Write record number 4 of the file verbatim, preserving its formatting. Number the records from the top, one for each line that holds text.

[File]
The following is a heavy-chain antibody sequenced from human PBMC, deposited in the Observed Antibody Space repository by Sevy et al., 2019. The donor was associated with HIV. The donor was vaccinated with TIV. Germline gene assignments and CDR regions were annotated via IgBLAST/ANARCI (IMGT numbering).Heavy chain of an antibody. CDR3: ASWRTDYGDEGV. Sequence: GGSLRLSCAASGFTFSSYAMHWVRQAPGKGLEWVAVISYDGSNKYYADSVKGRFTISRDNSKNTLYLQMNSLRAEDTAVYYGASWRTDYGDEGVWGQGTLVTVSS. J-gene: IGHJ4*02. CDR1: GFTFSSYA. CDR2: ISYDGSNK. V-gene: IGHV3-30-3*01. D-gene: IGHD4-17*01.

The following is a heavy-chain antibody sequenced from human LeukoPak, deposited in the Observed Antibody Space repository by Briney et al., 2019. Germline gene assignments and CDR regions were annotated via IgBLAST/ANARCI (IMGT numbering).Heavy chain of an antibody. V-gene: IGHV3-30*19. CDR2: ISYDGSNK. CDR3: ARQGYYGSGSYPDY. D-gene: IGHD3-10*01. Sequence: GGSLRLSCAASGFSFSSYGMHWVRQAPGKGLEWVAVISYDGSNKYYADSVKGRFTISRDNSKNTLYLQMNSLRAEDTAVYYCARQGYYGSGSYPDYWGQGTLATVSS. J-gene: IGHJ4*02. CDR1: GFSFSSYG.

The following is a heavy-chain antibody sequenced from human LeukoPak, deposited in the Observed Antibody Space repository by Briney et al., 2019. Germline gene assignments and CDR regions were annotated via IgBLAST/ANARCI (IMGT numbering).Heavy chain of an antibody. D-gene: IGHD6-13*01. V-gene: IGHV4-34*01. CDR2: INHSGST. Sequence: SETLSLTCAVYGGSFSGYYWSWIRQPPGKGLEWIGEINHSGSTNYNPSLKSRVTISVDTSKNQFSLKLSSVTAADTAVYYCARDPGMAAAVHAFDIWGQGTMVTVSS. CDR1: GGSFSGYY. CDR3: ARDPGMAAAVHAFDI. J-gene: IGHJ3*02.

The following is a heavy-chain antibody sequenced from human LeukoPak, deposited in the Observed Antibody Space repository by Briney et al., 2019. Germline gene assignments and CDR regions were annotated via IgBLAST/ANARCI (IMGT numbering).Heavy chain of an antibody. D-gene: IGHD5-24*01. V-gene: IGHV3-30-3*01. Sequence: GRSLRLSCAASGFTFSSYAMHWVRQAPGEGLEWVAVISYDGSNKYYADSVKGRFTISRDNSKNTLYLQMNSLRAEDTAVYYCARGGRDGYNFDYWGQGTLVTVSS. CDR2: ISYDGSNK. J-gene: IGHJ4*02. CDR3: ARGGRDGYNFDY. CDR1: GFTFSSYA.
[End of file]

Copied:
The following is a heavy-chain antibody sequenced from human LeukoPak, deposited in the Observed Antibody Space repository by Briney et al., 2019. Germline gene assignments and CDR regions were annotated via IgBLAST/ANARCI (IMGT numbering).Heavy chain of an antibody. D-gene: IGHD5-24*01. V-gene: IGHV3-30-3*01. Sequence: GRSLRLSCAASGFTFSSYAMHWVRQAPGEGLEWVAVISYDGSNKYYADSVKGRFTISRDNSKNTLYLQMNSLRAEDTAVYYCARGGRDGYNFDYWGQGTLVTVSS. CDR2: ISYDGSNK. J-gene: IGHJ4*02. CDR3: ARGGRDGYNFDY. CDR1: GFTFSSYA.